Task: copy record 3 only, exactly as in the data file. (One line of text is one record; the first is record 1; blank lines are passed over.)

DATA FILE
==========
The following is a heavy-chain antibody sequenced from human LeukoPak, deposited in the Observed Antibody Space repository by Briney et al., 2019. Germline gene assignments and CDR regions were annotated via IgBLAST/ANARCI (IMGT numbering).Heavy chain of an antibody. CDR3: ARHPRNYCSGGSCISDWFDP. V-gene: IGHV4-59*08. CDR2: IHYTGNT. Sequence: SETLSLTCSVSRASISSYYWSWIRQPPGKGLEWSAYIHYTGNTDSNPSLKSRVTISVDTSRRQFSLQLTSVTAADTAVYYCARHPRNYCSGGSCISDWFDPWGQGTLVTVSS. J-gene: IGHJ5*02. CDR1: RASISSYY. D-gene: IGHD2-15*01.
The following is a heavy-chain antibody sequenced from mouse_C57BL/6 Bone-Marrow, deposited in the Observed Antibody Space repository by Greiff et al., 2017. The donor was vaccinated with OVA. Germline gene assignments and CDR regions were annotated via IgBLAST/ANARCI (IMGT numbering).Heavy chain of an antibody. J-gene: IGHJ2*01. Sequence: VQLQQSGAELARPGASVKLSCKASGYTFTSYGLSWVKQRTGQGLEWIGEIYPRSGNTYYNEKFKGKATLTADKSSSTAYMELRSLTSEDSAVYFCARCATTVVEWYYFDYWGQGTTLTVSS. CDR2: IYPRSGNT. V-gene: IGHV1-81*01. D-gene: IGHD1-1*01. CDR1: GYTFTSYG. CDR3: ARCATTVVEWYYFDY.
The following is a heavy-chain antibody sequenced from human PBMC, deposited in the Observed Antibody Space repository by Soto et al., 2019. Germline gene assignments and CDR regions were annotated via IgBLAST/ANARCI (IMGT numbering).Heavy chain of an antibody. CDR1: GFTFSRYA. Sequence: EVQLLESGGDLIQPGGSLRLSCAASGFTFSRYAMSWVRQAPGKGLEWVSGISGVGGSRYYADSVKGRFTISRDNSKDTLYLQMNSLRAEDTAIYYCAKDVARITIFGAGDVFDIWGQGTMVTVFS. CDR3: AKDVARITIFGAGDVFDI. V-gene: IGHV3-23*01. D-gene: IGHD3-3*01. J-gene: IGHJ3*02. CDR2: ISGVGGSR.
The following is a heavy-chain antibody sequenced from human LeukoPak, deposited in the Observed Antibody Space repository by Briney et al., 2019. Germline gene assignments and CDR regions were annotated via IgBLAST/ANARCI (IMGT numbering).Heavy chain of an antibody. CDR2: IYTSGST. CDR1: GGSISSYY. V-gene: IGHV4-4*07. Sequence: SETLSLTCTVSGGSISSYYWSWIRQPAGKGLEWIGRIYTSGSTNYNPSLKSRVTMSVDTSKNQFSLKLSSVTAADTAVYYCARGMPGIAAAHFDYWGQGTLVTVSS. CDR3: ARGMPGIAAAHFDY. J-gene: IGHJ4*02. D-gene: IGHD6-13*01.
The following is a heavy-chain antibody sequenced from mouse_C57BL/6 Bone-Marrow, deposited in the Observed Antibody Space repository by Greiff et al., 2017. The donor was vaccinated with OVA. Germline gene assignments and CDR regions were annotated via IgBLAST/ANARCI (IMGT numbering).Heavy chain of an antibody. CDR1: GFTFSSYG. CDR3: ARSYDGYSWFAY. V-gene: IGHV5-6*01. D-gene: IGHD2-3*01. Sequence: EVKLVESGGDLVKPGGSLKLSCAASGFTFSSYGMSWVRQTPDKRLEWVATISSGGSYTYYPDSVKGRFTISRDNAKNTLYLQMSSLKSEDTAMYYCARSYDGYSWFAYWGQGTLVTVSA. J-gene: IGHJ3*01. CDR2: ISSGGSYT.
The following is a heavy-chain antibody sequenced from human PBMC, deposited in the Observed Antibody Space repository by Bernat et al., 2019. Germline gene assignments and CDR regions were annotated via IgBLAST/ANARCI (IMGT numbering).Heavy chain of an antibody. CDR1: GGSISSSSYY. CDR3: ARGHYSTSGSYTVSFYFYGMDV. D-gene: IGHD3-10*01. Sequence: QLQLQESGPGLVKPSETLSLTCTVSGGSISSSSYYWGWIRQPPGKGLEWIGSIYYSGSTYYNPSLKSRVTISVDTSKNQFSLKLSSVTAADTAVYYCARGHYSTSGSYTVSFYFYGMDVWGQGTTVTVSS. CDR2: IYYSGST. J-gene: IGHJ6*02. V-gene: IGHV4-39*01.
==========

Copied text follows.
The following is a heavy-chain antibody sequenced from human PBMC, deposited in the Observed Antibody Space repository by Soto et al., 2019. Germline gene assignments and CDR regions were annotated via IgBLAST/ANARCI (IMGT numbering).Heavy chain of an antibody. CDR1: GFTFSRYA. Sequence: EVQLLESGGDLIQPGGSLRLSCAASGFTFSRYAMSWVRQAPGKGLEWVSGISGVGGSRYYADSVKGRFTISRDNSKDTLYLQMNSLRAEDTAIYYCAKDVARITIFGAGDVFDIWGQGTMVTVFS. CDR3: AKDVARITIFGAGDVFDI. V-gene: IGHV3-23*01. D-gene: IGHD3-3*01. J-gene: IGHJ3*02. CDR2: ISGVGGSR.